Five years ago was the Open Internet of Things Assembly. There arelots of links about it, and background reading, here. The attendee list reads now as a veritable “who’s who” of creative and thoughtful folks involved in IOT in all kinds of ways. The culmination was a declaration, a definition of the Open Internet Of Things, which many attendees signed.
On Friday some of us will meet again — with new participants too — and attempt to create an updated definition and a plan for how to turn this into a certification mark.
For me, it seems a long time since the Assembly. I was at the Open Knowledge Foundation then, so my talk was about the meaning of open and the different ways different things can be open. Now I’m leading work to find ways to get more responsible digital technologies at Doteveryone, and I’m a member of a new co-operative to develop and support tech we trust. (At Field Ready, where we work on distributed manufacturing to meet humanitarian needs, IOT is still in the future, although definitely on our radar.) I have new perspective and interests to bring to open IOT now, and the ideas we worked on in 2012 remain relevant and powerful.
Ten years ago I was at AlertMe, architecting and developing an internet of things system. We were within 6 months of a shipping product — in January 2008 people we didn’t know were buying AlertMe systems online, and receiving boxed kits ready to install. AlertMe set out to create broadband home security, bringing burglar alarms into the internet age, and redesigning them to be rather more useful to householders. We made a hub to connect to your router, and used a secure ZigBee mesh network to link up a mixture of detectors and buttons, both mobile and static devices. We thought about how the consumer would buy and set up the kit, did low power radio for key exchange, designed for hardware sale on the second hand market, considered the different people in a household and their data and privacy needs. We did user research and user testing and field testing and got independent security experts to review our architecture, and we followed standards where they existed (and contributed to development where they didn’t). It was quite a lot of work, but seemed like the least we should do for a connected home product, especially as we were thinking about the security market (we also thought about future extensions which would use the AlertMe platform, such as energy monitoring and control, which also has security and privacy requirements). It took two years to go from a three-word brief to a shipping product (with customer support and sales channels and all the rest of it), which felt simultaneously very fast and frustratingly slow, as it seemed as if the market for such things was about to take off.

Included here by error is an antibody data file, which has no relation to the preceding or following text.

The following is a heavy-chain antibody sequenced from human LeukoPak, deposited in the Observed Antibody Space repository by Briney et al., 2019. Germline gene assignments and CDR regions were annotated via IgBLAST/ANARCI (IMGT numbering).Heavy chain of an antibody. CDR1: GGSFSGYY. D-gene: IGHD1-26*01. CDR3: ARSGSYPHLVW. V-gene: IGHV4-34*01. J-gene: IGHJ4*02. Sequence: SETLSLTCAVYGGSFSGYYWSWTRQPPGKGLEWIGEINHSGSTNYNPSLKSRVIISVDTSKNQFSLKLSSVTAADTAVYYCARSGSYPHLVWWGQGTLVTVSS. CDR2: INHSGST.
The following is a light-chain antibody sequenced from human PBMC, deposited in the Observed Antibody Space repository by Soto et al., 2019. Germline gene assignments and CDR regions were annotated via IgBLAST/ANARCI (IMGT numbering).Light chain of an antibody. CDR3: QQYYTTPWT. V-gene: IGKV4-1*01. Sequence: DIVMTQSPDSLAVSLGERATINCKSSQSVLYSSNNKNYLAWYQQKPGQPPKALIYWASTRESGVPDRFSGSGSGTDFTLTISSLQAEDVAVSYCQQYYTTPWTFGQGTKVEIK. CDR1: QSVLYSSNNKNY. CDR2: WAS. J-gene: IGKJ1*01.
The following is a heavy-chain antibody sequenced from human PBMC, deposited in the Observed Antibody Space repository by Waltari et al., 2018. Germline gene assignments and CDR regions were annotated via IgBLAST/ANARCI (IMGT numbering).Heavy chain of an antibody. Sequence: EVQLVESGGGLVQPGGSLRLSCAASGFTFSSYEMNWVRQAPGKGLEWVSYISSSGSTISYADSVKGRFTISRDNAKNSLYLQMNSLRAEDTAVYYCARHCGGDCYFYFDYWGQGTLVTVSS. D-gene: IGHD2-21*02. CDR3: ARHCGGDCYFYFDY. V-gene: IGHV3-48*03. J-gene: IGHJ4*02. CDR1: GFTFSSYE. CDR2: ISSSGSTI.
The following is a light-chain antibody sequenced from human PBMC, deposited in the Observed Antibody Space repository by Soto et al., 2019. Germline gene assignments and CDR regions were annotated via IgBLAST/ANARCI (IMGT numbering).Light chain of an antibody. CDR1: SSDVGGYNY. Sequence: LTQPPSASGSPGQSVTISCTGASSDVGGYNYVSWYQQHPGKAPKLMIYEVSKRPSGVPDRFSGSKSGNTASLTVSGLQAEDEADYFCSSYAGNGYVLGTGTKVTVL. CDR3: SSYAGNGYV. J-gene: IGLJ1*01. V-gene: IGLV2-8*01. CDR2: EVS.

Ten years on, there’s nothing much like that available for mainstream consumers. The IOT products we see for the home and for individuals more generally are mostly simple things — perhaps one device, connecting via wifi to the internet or via bluetooth to some other device such as a phone. Mesh networks are rare, security holes seem disturbingly common, embedded systems hold personal data and forget to get rid of it when they are sold, connected home systems (with very few exceptions) seem to have forgotten that houses have many different people in them. Not only are the products made much simpler, but they often don’t seem to have thought through what even ten years ago were reasonably obvious privacy and security basics. What happened? Did we oversell the “anyone can make hardware” idea? (When I’ve said “hardware is hard,” I didn’t just mean the manufacturing bit :)
Even though all this was possible a decade ago, somehow there is still work to do in driving up standards, and making it easier and more valuable to make secure and trustworthy systems.
I’m looking forward to Friday. Certification marks are something we’re exploring at Doteveryone, and it seems worth a try for IOT as part of making sure that internet of things products and services are reliable, safe and understandable is more critical than ever.
Some recent additions to the Open IOT reading list:
Bruce Schneier on the dangers of global IOT
Microsoft Cybersecurity policy for the IOT
Waddell on The IOT needs a code of ethics
Cloud Security Alliance on Future-proofing the connected world